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Dipped in gold

Injuries and personal setbacks won’t hold back these Canadian divers at the Summer Olympics. With hard work and a focus that borders on obsession, they’ve risen to the top of their sport.

AS SEEN IN OPTIMYZ MAGAZINE JULY/AUGUST EDITION

Thousands of the world’s best athletes are arriving in London for the Summer Olympic Games. Of these, very few will have a chance to make it past the qualifying events, much less win a medal. To make it to the podium, the athletes have to peak at just the right time—the Olympic finals.

Canadian divers Alexandre Despatie and Jennifer Abel are two who have a reasonable chance of beating the odds. Now 26, Despatie has been on the world stage since age 13. He has two Olympic silver medals under his belt, but has never been Olympic champion. After missing most of 2011 with a knee injury, his goal this year is to break China’s near monopoly on gold medals. Abel is a rising star. Now 20, she competed at the Beijing Olympics when she was only 16.

“I want to be ready to compete at the highest level, be a good teammate and enjoy the experience of the Games,” says Despatie. “Being there is so special it’s hard to describe the feeling.”

When they re-visited the Olympic pool in Beijing in March, it rekindled memories of the 2008 Games when Alex won silver and Jennifer locked in her reputation as an international athlete. Still, they didn’t see much besides the pool and the hotel. That’s life for elite athletes.

Before the London Games in July there will be more international competitions—needed to prepare mentally. But to be physically ready they need to put in intense training days, in the pool and in the gym. “I’m not ready for London yet,” Alex told OptiMYz. “I need time to do the repetitions.”

This is code for training: Working out with weights and stationary bike in the morning and diving in the afternoon, or diving both morning and afternoon. Besides diving, Abel also runs and studies ballet to help her to be graceful in the air. Dive practice also includes stretching and trampoline work. On some days they make as many as 150 practice dives. “We train hard not to lose focus,” says Abel. “The Olympic pool in Montreal is my first home.”

Divers perform the same dive over and over again under different conditions to prepare for any situation. “It’s like a golfer who hits hundreds of balls in practice to be ready for anything in competition,” says Despatie. “In any field, you gotta love what you do to put the work in to succeed.”

Then there’s the rush of competition. “In diving you are in the spotlight,” says Abel. “You have to love the adrenaline.”

The flip side is learning how to relax so the body and mind can recharge. “In this Olympic year I need to go quiet,” says Despatie. “I need time for simple stuff like going out for meals with friends. While I have a strict diet, you need balance. I treat myself to a Big Mac sometimes.”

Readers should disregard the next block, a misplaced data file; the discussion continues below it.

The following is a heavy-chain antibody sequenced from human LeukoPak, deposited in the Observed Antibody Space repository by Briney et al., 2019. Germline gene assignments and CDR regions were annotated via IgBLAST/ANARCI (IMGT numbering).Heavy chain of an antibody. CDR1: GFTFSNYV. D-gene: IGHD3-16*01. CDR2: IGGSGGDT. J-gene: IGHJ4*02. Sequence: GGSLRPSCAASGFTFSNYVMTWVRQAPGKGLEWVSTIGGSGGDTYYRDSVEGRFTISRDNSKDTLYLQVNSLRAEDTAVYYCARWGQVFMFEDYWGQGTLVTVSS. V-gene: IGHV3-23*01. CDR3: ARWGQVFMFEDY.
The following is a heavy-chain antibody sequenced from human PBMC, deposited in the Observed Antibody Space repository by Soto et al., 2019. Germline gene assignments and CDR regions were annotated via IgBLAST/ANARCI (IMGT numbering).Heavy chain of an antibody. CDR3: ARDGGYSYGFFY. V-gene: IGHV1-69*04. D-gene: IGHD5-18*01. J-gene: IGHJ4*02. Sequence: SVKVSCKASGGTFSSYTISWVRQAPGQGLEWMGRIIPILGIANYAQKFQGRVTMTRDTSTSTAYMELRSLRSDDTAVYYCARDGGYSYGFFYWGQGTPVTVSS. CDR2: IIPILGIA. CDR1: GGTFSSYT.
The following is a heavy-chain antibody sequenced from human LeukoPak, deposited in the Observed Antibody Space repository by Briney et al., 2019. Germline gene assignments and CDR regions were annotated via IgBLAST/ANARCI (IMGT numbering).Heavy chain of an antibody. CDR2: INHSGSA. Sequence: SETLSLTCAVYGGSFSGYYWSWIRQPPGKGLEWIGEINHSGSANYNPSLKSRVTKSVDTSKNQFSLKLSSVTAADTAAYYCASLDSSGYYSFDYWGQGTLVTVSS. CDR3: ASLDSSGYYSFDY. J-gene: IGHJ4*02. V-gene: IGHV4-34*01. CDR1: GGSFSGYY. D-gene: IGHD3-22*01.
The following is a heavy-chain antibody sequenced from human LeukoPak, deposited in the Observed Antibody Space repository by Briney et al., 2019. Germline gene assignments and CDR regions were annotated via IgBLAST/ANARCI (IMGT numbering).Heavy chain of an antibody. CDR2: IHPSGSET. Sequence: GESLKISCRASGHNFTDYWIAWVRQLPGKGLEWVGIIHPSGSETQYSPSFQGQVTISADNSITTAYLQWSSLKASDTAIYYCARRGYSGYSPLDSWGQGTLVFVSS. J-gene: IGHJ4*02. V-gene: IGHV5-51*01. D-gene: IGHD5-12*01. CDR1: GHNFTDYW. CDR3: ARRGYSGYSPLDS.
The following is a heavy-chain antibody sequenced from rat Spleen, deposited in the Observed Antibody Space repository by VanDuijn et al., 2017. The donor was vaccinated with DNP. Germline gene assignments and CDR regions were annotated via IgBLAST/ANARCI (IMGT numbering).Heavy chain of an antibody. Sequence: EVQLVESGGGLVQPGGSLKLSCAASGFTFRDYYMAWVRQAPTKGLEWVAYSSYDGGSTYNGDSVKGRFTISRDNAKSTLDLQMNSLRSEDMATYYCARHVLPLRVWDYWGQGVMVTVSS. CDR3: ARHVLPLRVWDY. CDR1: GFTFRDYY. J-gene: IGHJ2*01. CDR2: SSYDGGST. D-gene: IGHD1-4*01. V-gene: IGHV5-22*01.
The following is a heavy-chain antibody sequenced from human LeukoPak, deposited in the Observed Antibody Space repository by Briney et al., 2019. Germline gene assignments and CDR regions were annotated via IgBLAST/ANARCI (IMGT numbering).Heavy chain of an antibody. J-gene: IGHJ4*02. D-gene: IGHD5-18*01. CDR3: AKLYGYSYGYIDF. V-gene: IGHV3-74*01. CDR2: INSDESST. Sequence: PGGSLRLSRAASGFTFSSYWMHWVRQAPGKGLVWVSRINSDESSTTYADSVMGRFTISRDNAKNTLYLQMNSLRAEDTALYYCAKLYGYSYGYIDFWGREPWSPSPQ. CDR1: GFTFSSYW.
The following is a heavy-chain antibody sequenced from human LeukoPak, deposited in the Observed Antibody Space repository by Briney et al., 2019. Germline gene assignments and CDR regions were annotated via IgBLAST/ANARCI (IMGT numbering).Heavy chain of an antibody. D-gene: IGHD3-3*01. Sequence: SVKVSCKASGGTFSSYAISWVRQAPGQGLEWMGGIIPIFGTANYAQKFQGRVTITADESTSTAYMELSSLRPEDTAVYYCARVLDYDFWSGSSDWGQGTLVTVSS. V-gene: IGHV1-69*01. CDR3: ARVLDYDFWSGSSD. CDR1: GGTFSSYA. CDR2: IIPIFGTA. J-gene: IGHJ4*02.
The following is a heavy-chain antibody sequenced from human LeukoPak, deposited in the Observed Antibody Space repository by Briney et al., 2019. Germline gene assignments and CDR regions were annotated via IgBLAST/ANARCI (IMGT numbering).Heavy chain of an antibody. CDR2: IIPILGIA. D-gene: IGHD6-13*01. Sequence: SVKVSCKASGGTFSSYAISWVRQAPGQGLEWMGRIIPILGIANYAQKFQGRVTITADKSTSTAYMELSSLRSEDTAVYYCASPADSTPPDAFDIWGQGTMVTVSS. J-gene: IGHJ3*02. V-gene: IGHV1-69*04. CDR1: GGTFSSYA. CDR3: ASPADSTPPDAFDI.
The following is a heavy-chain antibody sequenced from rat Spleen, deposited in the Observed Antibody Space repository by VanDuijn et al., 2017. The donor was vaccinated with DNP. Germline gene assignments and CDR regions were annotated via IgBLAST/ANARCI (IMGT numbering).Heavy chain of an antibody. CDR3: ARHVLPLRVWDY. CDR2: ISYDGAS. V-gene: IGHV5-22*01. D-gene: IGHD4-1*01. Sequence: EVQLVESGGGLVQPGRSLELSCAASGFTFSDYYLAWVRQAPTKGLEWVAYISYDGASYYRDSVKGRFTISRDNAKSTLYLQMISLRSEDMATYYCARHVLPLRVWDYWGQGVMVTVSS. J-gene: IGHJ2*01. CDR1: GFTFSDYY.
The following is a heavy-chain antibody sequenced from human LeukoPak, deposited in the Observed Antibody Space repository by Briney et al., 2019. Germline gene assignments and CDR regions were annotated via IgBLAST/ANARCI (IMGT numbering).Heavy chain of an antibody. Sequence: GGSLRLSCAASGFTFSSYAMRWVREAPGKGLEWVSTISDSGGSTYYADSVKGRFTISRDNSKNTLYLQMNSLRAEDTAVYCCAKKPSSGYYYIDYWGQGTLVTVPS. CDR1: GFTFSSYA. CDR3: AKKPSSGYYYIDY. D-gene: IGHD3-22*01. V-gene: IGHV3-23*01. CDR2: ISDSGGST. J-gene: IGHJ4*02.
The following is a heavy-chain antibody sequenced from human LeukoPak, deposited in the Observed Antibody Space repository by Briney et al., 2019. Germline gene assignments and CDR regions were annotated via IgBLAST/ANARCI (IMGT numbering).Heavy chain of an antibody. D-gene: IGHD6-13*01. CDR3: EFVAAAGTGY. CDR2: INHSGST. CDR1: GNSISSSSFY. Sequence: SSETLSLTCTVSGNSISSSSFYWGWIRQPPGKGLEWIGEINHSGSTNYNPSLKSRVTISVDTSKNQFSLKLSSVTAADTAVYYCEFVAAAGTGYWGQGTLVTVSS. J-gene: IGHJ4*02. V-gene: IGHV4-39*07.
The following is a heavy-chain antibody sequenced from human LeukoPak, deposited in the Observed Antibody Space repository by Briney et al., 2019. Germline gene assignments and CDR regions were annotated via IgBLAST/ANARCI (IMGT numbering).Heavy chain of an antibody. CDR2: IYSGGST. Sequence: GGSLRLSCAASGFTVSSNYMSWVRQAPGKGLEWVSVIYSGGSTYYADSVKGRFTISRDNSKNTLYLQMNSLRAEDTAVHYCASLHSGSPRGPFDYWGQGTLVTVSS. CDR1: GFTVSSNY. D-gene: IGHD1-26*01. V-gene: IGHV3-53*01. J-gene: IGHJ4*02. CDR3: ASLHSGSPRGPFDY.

“Even with my diving friends we don’t talk about it when we leave the pool,” says Abel. “It’s a rule. You have to turn it off. One of the keys to preparing for the Olympics is not to think about it too much.”

Kids at heart

When Alexandre Despatie was growing up his parents couldn’t keep him out of the backyard pool. “I fell in love with the water,” he remembers. “I made my grandmother score my dives. I always wanted a 10.”

He entered dive classes at age four and started competing at six. He made the national junior team at eight and was a finalist at nationals. “I came from an athletic family. I skied and played golf and football, but there was no question: Diving chose me.”

Indeed, the Laval-based Despatie was a prodigy. In 1998, at age 13, he won gold at the Commonwealth Games, including an unprecedented score of perfect 10s. He has taken more than 40 national titles, won five medals at World Cups, seven at Commonwealth Games, and five at Pan-American Games. At the 2004 Summer Olympics in Athens, he won a silver, Canada’s first medal by a diver in the Olympics. At the Beijing Olympics in 2008, he claimed another silver.

Abel also started diving at age four. “I saw my brother diving and wanted to be like him,” she says. “I loved it from the first dive.” She also tried synchronized swimming, karate and Tae Kwan Do, but gave them up to focus on diving.

In 2006, Abel took a bronze at the World Juniors. In 2008, still a junior at age 16, she won her first international medal as a senior and represented her country at the Olympics. “I got so much experience in Beijing,” she says. “I was more confident after that.”